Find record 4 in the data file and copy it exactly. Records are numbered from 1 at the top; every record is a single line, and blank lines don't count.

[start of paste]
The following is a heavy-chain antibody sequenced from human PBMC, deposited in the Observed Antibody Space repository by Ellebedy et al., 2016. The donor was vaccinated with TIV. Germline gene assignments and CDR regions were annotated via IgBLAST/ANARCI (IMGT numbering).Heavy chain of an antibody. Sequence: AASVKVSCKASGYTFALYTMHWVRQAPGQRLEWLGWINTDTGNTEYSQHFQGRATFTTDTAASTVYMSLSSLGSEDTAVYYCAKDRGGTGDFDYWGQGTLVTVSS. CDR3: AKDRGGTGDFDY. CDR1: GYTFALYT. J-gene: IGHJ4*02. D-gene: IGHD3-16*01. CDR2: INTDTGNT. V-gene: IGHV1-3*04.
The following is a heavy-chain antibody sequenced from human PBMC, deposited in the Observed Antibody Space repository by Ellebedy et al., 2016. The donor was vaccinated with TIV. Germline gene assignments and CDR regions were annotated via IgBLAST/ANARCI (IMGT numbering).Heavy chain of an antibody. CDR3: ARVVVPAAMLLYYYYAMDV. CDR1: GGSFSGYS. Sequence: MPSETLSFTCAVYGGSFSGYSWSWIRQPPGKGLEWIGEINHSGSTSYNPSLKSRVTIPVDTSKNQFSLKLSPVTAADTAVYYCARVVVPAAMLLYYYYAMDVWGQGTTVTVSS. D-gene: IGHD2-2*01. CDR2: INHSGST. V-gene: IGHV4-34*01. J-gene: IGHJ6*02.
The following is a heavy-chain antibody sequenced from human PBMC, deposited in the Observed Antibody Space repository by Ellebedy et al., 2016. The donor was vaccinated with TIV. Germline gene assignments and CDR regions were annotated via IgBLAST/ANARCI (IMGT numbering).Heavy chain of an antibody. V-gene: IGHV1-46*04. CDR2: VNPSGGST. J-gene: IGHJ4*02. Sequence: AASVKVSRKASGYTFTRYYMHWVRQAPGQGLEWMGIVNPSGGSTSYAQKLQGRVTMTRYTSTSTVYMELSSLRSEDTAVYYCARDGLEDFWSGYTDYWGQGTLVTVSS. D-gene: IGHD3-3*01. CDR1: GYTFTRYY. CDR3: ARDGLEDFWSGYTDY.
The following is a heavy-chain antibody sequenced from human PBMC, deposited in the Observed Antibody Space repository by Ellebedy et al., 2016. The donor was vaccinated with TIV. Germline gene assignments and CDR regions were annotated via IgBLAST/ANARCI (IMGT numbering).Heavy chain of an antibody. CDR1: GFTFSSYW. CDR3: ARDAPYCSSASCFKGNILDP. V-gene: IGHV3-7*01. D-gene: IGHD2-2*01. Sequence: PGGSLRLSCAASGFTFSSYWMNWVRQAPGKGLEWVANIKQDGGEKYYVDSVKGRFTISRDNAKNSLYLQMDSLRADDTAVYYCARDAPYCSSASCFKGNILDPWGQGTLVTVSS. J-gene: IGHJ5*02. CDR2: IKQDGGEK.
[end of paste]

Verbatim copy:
The following is a heavy-chain antibody sequenced from human PBMC, deposited in the Observed Antibody Space repository by Ellebedy et al., 2016. The donor was vaccinated with TIV. Germline gene assignments and CDR regions were annotated via IgBLAST/ANARCI (IMGT numbering).Heavy chain of an antibody. CDR1: GFTFSSYW. CDR3: ARDAPYCSSASCFKGNILDP. V-gene: IGHV3-7*01. D-gene: IGHD2-2*01. Sequence: PGGSLRLSCAASGFTFSSYWMNWVRQAPGKGLEWVANIKQDGGEKYYVDSVKGRFTISRDNAKNSLYLQMDSLRADDTAVYYCARDAPYCSSASCFKGNILDPWGQGTLVTVSS. J-gene: IGHJ5*02. CDR2: IKQDGGEK.